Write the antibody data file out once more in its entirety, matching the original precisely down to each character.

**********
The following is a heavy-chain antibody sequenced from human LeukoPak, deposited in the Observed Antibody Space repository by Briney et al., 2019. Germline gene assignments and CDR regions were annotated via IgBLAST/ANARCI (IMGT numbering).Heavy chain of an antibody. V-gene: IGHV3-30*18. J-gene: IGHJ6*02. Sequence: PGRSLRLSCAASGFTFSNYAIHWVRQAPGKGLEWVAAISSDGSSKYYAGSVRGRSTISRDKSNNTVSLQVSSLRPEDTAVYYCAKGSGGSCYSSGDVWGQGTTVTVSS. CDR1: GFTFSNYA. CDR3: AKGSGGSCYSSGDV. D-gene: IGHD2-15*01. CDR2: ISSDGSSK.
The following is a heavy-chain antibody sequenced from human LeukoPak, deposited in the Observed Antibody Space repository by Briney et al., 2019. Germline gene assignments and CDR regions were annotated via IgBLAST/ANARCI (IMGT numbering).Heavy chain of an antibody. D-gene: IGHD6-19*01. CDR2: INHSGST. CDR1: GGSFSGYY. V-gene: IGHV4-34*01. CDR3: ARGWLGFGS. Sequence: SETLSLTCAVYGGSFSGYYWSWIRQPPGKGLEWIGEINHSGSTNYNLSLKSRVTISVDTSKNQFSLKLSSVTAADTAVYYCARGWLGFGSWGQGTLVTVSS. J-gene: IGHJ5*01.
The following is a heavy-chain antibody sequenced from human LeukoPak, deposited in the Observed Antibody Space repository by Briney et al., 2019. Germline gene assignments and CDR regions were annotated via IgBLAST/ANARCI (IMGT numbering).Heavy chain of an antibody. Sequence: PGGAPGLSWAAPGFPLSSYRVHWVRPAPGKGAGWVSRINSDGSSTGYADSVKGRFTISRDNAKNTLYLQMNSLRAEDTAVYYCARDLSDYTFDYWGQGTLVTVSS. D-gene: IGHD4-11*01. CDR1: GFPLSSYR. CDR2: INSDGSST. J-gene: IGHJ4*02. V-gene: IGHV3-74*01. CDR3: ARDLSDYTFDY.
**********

The following is a heavy-chain antibody sequenced from human LeukoPak, deposited in the Observed Antibody Space repository by Briney et al., 2019. Germline gene assignments and CDR regions were annotated via IgBLAST/ANARCI (IMGT numbering).Heavy chain of an antibody. V-gene: IGHV3-30*18. J-gene: IGHJ6*02. Sequence: PGRSLRLSCAASGFTFSNYAIHWVRQAPGKGLEWVAAISSDGSSKYYAGSVRGRSTISRDKSNNTVSLQVSSLRPEDTAVYYCAKGSGGSCYSSGDVWGQGTTVTVSS. CDR1: GFTFSNYA. CDR3: AKGSGGSCYSSGDV. D-gene: IGHD2-15*01. CDR2: ISSDGSSK.
The following is a heavy-chain antibody sequenced from human LeukoPak, deposited in the Observed Antibody Space repository by Briney et al., 2019. Germline gene assignments and CDR regions were annotated via IgBLAST/ANARCI (IMGT numbering).Heavy chain of an antibody. D-gene: IGHD6-19*01. CDR2: INHSGST. CDR1: GGSFSGYY. V-gene: IGHV4-34*01. CDR3: ARGWLGFGS. Sequence: SETLSLTCAVYGGSFSGYYWSWIRQPPGKGLEWIGEINHSGSTNYNLSLKSRVTISVDTSKNQFSLKLSSVTAADTAVYYCARGWLGFGSWGQGTLVTVSS. J-gene: IGHJ5*01.
The following is a heavy-chain antibody sequenced from human LeukoPak, deposited in the Observed Antibody Space repository by Briney et al., 2019. Germline gene assignments and CDR regions were annotated via IgBLAST/ANARCI (IMGT numbering).Heavy chain of an antibody. Sequence: PGGAPGLSWAAPGFPLSSYRVHWVRPAPGKGAGWVSRINSDGSSTGYADSVKGRFTISRDNAKNTLYLQMNSLRAEDTAVYYCARDLSDYTFDYWGQGTLVTVSS. D-gene: IGHD4-11*01. CDR1: GFPLSSYR. CDR2: INSDGSST. J-gene: IGHJ4*02. V-gene: IGHV3-74*01. CDR3: ARDLSDYTFDY.